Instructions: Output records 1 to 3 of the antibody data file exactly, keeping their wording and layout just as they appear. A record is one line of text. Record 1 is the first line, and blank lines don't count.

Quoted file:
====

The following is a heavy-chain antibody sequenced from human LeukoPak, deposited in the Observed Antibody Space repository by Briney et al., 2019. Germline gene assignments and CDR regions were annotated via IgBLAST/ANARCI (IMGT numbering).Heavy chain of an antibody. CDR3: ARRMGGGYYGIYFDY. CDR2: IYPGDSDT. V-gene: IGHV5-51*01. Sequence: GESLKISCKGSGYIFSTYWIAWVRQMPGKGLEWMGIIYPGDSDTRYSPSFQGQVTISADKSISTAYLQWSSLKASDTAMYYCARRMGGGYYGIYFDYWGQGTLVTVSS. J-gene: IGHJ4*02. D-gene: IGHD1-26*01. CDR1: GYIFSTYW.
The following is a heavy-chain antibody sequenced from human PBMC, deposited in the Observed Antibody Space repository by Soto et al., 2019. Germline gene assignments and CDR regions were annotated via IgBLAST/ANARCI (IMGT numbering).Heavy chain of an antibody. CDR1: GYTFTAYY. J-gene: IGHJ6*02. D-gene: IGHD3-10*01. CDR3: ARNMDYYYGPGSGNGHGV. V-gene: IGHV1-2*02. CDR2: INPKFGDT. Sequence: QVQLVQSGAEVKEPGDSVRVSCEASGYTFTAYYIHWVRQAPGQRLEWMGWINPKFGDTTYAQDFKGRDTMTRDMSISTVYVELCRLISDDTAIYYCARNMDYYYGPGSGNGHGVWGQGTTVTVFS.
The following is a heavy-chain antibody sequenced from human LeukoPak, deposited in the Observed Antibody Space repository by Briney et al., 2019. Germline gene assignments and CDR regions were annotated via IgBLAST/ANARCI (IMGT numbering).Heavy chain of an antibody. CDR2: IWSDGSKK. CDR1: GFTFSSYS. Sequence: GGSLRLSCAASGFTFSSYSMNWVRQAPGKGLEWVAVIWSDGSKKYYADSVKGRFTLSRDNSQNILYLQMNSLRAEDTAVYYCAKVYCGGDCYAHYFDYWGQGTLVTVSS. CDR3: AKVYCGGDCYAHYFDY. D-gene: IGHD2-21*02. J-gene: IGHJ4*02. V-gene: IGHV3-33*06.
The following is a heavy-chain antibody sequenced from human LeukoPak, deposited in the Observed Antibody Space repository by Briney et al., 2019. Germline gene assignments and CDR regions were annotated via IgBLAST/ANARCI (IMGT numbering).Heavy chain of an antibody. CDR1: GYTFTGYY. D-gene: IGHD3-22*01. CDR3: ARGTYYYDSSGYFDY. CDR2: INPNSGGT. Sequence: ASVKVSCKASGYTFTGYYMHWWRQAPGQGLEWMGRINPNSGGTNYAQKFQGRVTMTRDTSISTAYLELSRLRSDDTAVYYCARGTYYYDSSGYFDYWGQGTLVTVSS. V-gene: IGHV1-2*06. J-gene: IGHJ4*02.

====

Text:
The following is a heavy-chain antibody sequenced from human LeukoPak, deposited in the Observed Antibody Space repository by Briney et al., 2019. Germline gene assignments and CDR regions were annotated via IgBLAST/ANARCI (IMGT numbering).Heavy chain of an antibody. CDR3: ARRMGGGYYGIYFDY. CDR2: IYPGDSDT. V-gene: IGHV5-51*01. Sequence: GESLKISCKGSGYIFSTYWIAWVRQMPGKGLEWMGIIYPGDSDTRYSPSFQGQVTISADKSISTAYLQWSSLKASDTAMYYCARRMGGGYYGIYFDYWGQGTLVTVSS. J-gene: IGHJ4*02. D-gene: IGHD1-26*01. CDR1: GYIFSTYW.
The following is a heavy-chain antibody sequenced from human PBMC, deposited in the Observed Antibody Space repository by Soto et al., 2019. Germline gene assignments and CDR regions were annotated via IgBLAST/ANARCI (IMGT numbering).Heavy chain of an antibody. CDR1: GYTFTAYY. J-gene: IGHJ6*02. D-gene: IGHD3-10*01. CDR3: ARNMDYYYGPGSGNGHGV. V-gene: IGHV1-2*02. CDR2: INPKFGDT. Sequence: QVQLVQSGAEVKEPGDSVRVSCEASGYTFTAYYIHWVRQAPGQRLEWMGWINPKFGDTTYAQDFKGRDTMTRDMSISTVYVELCRLISDDTAIYYCARNMDYYYGPGSGNGHGVWGQGTTVTVFS.
The following is a heavy-chain antibody sequenced from human LeukoPak, deposited in the Observed Antibody Space repository by Briney et al., 2019. Germline gene assignments and CDR regions were annotated via IgBLAST/ANARCI (IMGT numbering).Heavy chain of an antibody. CDR2: IWSDGSKK. CDR1: GFTFSSYS. Sequence: GGSLRLSCAASGFTFSSYSMNWVRQAPGKGLEWVAVIWSDGSKKYYADSVKGRFTLSRDNSQNILYLQMNSLRAEDTAVYYCAKVYCGGDCYAHYFDYWGQGTLVTVSS. CDR3: AKVYCGGDCYAHYFDY. D-gene: IGHD2-21*02. J-gene: IGHJ4*02. V-gene: IGHV3-33*06.